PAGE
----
Scientists. Activists. Lawyers. Artists. The first computer programmers.
The history books may have neglected some of the incredible Philly women who changed the world over the last 200-plus years—but we have not.
While it shouldn’t take a national observance to put women on our radar, this is one holiday we’re happy to play along with: Every weekday during Women’s History Month, we’re highlighting a local woman whose legacy deserves celebrating—and who continues to inspire us.
Physician / Educator
Physician / Educator
A Quaker and an activist in America’s abolition and temperance movements, Ann Preston realized she wanted to study medicine when her temperance work sparked an interest in physiology and hygiene. As no medical school would admit women at the time, Preston studied those subjects on her own, eventually gaining a position as a medical apprentice in the office of a physician friend in Philadelphia in 1847.
After being refused admission to all four of Philly’s medical colleges on the basis of sex, Preston attended the newly opened Women’s Medical College of Pennsylvania and graduated with their first class in 1851. In 1853, she became a professor of physiology and hygiene at the school.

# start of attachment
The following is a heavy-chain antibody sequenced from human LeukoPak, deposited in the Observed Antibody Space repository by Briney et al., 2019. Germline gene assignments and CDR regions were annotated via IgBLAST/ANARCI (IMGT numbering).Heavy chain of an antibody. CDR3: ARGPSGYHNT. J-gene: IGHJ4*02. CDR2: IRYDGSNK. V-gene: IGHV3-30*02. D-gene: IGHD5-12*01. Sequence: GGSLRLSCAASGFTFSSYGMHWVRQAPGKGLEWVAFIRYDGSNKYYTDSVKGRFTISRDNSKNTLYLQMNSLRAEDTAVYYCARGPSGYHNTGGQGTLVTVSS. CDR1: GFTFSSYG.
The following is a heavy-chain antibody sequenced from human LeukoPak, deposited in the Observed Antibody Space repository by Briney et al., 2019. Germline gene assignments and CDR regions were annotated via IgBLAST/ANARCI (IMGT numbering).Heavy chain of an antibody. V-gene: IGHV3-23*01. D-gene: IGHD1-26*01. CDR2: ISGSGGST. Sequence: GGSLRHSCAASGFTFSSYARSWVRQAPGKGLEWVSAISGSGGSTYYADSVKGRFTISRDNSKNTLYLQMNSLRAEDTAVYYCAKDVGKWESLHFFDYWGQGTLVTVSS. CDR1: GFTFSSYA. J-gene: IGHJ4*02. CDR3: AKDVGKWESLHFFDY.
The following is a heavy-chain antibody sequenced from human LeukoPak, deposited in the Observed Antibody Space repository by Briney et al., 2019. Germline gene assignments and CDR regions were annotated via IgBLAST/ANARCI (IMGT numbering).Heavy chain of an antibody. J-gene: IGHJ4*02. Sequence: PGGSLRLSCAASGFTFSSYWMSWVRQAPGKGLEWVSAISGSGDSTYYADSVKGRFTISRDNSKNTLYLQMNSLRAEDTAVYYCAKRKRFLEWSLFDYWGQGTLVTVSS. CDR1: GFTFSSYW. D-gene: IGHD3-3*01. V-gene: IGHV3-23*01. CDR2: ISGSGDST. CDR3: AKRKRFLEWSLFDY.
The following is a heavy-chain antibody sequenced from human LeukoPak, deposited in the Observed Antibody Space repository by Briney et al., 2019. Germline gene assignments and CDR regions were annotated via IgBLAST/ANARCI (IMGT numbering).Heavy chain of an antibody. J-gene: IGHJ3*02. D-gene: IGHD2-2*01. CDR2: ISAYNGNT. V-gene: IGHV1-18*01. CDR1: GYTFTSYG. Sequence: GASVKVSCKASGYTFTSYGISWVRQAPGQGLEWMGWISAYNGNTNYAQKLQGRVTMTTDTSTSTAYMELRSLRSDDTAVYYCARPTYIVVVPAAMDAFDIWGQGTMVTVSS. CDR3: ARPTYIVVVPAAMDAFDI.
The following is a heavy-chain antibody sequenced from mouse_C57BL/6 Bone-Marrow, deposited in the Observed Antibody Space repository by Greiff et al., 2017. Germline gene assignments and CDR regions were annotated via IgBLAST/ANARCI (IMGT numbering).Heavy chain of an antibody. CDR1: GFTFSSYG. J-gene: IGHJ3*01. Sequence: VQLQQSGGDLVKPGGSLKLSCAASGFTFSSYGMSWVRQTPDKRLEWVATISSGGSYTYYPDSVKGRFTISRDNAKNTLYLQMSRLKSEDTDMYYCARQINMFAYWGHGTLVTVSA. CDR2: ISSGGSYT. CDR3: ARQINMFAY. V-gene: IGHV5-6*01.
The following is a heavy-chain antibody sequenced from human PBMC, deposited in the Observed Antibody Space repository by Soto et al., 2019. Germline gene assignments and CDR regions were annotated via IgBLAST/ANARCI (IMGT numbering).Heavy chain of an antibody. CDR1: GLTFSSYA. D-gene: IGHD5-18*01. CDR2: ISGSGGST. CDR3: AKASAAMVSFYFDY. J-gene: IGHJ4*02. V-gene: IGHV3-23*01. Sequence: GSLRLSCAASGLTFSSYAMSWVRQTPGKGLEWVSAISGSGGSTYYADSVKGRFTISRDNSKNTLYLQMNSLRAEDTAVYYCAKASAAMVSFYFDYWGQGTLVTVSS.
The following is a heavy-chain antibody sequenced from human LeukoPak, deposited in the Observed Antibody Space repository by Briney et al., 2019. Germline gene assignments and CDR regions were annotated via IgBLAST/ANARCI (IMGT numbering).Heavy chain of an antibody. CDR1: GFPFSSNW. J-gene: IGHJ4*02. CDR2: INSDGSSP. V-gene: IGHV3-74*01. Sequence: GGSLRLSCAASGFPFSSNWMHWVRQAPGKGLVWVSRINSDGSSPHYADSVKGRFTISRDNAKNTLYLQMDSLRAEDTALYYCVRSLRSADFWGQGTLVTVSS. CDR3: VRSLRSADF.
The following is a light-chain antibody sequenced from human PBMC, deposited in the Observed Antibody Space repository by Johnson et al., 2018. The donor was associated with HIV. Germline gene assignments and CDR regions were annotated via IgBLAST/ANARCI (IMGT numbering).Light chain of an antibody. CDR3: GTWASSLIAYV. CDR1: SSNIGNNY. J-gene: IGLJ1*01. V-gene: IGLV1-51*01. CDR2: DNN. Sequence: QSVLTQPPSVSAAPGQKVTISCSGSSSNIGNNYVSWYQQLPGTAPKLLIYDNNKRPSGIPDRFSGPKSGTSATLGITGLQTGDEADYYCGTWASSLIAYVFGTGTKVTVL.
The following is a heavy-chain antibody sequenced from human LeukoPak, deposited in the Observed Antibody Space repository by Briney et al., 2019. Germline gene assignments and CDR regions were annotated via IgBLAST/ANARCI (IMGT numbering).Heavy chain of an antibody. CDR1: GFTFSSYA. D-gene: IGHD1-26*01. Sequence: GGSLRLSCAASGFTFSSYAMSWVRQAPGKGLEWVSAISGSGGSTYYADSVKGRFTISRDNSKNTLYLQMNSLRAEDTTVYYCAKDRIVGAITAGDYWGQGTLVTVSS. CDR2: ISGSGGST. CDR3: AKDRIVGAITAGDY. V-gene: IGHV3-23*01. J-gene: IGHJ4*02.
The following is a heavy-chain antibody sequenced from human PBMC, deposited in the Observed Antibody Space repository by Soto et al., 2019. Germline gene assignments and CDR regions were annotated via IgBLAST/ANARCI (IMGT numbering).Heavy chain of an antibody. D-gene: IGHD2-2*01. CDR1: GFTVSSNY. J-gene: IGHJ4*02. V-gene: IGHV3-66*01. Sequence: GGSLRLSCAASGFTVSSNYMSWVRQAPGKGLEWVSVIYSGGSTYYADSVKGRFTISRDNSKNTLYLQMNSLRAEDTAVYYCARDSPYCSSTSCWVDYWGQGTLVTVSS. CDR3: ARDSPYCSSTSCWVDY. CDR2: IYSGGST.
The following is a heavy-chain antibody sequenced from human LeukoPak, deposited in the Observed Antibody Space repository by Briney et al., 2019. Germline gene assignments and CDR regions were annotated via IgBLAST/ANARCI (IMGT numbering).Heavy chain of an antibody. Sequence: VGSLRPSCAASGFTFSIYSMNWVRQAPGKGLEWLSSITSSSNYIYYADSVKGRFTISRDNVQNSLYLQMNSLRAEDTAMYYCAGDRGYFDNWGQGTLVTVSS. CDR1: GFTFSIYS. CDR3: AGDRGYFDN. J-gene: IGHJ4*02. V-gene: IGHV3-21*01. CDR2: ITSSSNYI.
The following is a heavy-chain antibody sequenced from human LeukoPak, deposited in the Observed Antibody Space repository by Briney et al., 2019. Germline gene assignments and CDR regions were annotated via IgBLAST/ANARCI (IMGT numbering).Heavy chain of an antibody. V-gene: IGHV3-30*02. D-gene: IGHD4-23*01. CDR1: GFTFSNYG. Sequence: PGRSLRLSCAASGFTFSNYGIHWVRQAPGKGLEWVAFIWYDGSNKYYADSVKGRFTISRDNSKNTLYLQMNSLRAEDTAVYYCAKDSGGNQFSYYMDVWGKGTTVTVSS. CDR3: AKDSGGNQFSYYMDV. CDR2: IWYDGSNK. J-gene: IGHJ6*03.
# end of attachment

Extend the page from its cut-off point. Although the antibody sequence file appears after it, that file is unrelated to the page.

Later, when the Board of Censors of the Philadelphia Medical Society banned women physicians from the city’s public teaching clinics, Preston helped raise money so that the Women’s Medical College could open a hospital affiliated with the college.
Preston spent her entire medical career advocating for women in medicine and helping them achieve their educational goals.
- Women’s Medical College of Pennsylvania, 1851
- Was a member of the first graduating class of Women’s Medical College of Pennsylvania
- First female dean of the Women’s Medical College of Pennsylvania and of any other American medical school
- Member of the board of managers for the hospital affiliated with Women’s Medical College of Pennsylvania
- Established a training school for women who wanted to become nurses
FINAL WORDS: “Wherever it is proper to introduce women as patients, there also it is in accordance with the instinct of truest womanhood for women to appear as physicians and students,” Preston said.